Rev. Camilla Sanderson
Growing up, I intuitively knew my own inner divinity – the same inner divinity that exists within us all. I connected with my divinity during times of presence: sailing our twelve-foot Laser on Pittwater where I grew up in Sydney, hiking in the Australian bush, running and playing softball on the sand flats with my three sisters, playing my flute by the waterfall near our home. It happened most often in nature. I wasn’t brought up in any particular religion, but went to a Waldorf school that honored body, mind, and spirit.
During my twenties to early-forties I worked in the publishing industry while living in Greenwich Village with my American husband Jamie Jones. We were lucky to be able to periodically escape the city and spend time in nature with Jamie’s family in Cape Cod and at Treetops, a log cabin in the woods of Temple, New Hampshire. In 2004, Jamie’s parents told us they planned to sell Treetops. We asked them if we could buy it. After exchanging contracts, while still living and working in New York City, we spent many work-at-home Fridays and weekends at Treetops. In 2011, after Jamie recovered from cancer, we both quit our jobs and lives in Manhattan and moved here.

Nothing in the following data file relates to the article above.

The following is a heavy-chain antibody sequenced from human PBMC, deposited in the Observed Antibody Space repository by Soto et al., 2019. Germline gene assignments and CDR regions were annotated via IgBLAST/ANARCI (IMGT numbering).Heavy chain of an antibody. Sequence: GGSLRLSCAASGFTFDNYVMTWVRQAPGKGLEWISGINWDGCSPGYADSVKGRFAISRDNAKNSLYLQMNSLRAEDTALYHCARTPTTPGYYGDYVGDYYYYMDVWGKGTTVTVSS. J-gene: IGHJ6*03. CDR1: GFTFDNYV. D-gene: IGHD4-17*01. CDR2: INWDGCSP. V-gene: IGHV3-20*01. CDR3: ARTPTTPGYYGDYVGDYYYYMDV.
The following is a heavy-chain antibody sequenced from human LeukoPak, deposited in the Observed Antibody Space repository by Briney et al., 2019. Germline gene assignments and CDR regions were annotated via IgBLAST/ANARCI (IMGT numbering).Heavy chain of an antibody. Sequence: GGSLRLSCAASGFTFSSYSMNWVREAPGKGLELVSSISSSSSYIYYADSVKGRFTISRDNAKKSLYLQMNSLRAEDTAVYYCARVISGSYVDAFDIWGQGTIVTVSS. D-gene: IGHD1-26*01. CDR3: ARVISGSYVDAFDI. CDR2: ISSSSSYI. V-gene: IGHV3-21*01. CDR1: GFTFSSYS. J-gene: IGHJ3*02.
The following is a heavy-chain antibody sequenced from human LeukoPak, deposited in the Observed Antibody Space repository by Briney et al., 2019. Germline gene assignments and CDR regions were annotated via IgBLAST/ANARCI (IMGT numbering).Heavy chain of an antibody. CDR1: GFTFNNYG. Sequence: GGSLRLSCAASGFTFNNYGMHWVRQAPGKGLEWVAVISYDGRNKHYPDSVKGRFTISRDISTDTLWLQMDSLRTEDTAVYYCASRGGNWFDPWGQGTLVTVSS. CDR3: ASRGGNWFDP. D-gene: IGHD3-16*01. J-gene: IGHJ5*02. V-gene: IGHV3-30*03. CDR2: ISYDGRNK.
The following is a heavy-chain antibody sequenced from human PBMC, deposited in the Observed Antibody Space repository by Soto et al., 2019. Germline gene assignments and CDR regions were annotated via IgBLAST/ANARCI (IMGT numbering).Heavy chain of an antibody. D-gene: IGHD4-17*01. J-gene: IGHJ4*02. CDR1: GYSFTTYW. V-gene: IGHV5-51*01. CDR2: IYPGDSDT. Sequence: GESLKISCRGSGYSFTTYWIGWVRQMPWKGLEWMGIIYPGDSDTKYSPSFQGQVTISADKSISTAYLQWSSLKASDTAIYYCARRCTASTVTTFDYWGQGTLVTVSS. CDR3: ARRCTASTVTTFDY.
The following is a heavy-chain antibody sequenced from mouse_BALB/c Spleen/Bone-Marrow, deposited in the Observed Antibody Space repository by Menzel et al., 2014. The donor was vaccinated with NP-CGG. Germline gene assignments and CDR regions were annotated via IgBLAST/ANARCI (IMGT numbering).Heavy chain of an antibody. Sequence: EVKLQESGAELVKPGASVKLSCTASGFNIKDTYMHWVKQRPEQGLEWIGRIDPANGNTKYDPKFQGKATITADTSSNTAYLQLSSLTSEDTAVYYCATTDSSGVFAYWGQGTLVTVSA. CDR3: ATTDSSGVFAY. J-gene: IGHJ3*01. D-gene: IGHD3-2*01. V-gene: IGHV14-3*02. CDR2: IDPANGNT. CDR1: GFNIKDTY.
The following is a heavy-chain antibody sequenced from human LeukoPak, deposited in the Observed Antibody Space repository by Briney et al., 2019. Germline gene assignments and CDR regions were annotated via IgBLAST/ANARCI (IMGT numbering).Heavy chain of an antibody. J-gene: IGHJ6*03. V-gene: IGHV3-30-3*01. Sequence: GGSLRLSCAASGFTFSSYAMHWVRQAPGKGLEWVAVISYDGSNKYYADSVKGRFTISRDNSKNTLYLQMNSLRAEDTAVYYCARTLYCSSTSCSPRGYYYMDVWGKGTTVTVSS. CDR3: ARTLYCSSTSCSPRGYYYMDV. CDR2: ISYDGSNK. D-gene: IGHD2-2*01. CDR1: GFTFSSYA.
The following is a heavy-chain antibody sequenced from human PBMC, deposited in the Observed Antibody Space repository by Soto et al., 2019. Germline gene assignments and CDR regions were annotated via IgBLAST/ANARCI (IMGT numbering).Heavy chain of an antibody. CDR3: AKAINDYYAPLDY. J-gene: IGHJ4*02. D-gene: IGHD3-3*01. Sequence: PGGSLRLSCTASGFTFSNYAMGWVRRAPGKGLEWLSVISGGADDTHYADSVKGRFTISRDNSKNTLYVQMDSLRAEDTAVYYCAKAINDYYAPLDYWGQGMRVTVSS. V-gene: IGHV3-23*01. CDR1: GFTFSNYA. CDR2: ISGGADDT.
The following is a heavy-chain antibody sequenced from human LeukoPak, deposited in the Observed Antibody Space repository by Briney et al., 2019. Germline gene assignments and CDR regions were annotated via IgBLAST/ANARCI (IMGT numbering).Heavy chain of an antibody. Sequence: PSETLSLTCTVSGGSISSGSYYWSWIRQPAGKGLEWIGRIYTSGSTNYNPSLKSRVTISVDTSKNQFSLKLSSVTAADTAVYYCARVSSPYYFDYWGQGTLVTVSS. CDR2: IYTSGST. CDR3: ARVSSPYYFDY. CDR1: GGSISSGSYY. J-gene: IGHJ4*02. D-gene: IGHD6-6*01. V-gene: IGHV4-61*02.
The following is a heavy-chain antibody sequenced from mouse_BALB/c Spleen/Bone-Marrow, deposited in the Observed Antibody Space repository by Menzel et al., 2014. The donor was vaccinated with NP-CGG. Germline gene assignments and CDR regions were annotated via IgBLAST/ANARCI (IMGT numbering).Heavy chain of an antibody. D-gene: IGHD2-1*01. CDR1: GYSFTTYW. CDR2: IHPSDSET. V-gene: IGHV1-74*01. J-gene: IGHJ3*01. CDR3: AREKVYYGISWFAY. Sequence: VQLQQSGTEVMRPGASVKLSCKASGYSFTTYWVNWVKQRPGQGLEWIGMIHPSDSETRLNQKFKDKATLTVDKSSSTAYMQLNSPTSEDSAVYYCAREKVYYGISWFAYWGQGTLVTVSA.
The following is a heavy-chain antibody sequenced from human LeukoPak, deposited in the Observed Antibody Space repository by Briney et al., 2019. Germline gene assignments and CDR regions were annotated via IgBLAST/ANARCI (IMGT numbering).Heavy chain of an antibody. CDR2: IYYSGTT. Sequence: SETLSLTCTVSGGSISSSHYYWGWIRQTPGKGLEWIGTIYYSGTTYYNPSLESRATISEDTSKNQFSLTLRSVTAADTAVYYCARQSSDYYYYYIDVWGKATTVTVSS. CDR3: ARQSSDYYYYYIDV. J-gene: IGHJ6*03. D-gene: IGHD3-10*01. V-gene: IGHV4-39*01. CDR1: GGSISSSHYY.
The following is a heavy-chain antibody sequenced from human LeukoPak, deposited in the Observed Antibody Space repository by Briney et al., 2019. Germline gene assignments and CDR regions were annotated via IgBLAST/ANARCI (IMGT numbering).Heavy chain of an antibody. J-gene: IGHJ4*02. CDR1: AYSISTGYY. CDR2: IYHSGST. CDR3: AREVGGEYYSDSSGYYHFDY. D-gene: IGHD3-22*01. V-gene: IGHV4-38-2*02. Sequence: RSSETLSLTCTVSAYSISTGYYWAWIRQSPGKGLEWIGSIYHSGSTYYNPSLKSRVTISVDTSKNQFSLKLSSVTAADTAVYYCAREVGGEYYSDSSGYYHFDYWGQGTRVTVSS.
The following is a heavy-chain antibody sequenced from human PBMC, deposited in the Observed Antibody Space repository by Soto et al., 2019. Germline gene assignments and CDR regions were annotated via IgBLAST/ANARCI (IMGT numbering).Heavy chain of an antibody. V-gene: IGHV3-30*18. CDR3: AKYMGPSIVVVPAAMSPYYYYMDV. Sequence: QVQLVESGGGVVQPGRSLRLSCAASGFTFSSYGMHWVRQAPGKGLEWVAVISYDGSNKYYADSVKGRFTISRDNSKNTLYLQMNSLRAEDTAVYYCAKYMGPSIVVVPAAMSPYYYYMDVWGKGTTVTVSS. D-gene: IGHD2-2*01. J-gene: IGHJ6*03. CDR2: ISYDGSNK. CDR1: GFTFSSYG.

Serendipitously, I was led to study world religions for two years with Rev. Dr. Stephanie Rutt and some now life-long soul sisters. I was ordained an interfaith minister in 2014. Feeling called to write, I then completed an MFA in creative non-fiction writing at Vermont College of Fine Arts in 2017. I’m the author of The Mini Book of Mindfulness published in 2016 by Running Press/Hachette and am presently in the process of revising, Treetops and the Buddhist Monks Across the Road: An Interfaith Memoir.
Rev. Stephanie advised us that the most important aspect of seminary was to establish a daily spiritual practice, which I found life-transforming. In essence, each day I created a space to connect with my inner divinity. Also transformational was our study of the ancient Hindu sacred text, The Bhagavad Gita where I learned about dharma. We do not even have an exact equivalent English word for the Hindu concept of dharma, but it centers around the idea of our “sacred duty,” or “the great work of our lives,” or our “personal legend” as Paulo Coelho puts it in The Alchemist, or as the poet Mary Oliver writes, “What is it you plan to do with your one wild and precious life?”
Samples of my writing may be found at: